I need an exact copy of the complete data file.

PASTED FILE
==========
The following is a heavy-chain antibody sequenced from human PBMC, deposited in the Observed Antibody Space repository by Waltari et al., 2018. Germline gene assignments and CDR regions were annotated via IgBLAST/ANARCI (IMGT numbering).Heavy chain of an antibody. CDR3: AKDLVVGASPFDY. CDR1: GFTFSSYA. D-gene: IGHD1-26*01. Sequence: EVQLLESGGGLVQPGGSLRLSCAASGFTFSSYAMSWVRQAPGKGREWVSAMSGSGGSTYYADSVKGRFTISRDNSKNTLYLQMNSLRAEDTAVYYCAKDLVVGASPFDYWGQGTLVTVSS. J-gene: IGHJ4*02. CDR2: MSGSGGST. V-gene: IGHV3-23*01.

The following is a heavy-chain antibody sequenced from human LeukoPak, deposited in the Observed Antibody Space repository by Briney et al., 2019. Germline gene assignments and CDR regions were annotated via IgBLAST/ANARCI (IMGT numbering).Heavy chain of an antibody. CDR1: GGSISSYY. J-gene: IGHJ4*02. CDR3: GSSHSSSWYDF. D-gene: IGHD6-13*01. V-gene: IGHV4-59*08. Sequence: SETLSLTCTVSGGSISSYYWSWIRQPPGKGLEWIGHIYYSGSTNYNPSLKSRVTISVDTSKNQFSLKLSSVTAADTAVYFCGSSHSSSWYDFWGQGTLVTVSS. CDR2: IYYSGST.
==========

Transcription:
The following is a heavy-chain antibody sequenced from human PBMC, deposited in the Observed Antibody Space repository by Waltari et al., 2018. Germline gene assignments and CDR regions were annotated via IgBLAST/ANARCI (IMGT numbering).Heavy chain of an antibody. CDR3: AKDLVVGASPFDY. CDR1: GFTFSSYA. D-gene: IGHD1-26*01. Sequence: EVQLLESGGGLVQPGGSLRLSCAASGFTFSSYAMSWVRQAPGKGREWVSAMSGSGGSTYYADSVKGRFTISRDNSKNTLYLQMNSLRAEDTAVYYCAKDLVVGASPFDYWGQGTLVTVSS. J-gene: IGHJ4*02. CDR2: MSGSGGST. V-gene: IGHV3-23*01.

The following is a heavy-chain antibody sequenced from human LeukoPak, deposited in the Observed Antibody Space repository by Briney et al., 2019. Germline gene assignments and CDR regions were annotated via IgBLAST/ANARCI (IMGT numbering).Heavy chain of an antibody. CDR1: GGSISSYY. J-gene: IGHJ4*02. CDR3: GSSHSSSWYDF. D-gene: IGHD6-13*01. V-gene: IGHV4-59*08. Sequence: SETLSLTCTVSGGSISSYYWSWIRQPPGKGLEWIGHIYYSGSTNYNPSLKSRVTISVDTSKNQFSLKLSSVTAADTAVYFCGSSHSSSWYDFWGQGTLVTVSS. CDR2: IYYSGST.